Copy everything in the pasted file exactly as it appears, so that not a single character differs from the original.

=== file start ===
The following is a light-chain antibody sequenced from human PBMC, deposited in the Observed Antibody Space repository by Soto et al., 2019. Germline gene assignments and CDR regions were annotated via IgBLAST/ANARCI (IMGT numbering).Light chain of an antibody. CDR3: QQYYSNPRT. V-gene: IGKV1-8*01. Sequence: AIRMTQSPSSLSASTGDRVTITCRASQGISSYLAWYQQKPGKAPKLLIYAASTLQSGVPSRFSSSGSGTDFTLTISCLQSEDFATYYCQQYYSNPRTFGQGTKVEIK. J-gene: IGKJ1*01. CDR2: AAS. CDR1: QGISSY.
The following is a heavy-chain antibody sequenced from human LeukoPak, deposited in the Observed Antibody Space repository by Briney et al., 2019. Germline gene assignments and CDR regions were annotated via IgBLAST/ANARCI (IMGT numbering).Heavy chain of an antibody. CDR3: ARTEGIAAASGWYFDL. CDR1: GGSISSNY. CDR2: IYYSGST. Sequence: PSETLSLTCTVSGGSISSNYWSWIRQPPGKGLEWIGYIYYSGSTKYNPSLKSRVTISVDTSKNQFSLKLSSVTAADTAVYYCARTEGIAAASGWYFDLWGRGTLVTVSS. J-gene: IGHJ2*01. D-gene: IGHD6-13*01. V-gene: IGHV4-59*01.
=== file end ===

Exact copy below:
The following is a light-chain antibody sequenced from human PBMC, deposited in the Observed Antibody Space repository by Soto et al., 2019. Germline gene assignments and CDR regions were annotated via IgBLAST/ANARCI (IMGT numbering).Light chain of an antibody. CDR3: QQYYSNPRT. V-gene: IGKV1-8*01. Sequence: AIRMTQSPSSLSASTGDRVTITCRASQGISSYLAWYQQKPGKAPKLLIYAASTLQSGVPSRFSSSGSGTDFTLTISCLQSEDFATYYCQQYYSNPRTFGQGTKVEIK. J-gene: IGKJ1*01. CDR2: AAS. CDR1: QGISSY.
The following is a heavy-chain antibody sequenced from human LeukoPak, deposited in the Observed Antibody Space repository by Briney et al., 2019. Germline gene assignments and CDR regions were annotated via IgBLAST/ANARCI (IMGT numbering).Heavy chain of an antibody. CDR3: ARTEGIAAASGWYFDL. CDR1: GGSISSNY. CDR2: IYYSGST. Sequence: PSETLSLTCTVSGGSISSNYWSWIRQPPGKGLEWIGYIYYSGSTKYNPSLKSRVTISVDTSKNQFSLKLSSVTAADTAVYYCARTEGIAAASGWYFDLWGRGTLVTVSS. J-gene: IGHJ2*01. D-gene: IGHD6-13*01. V-gene: IGHV4-59*01.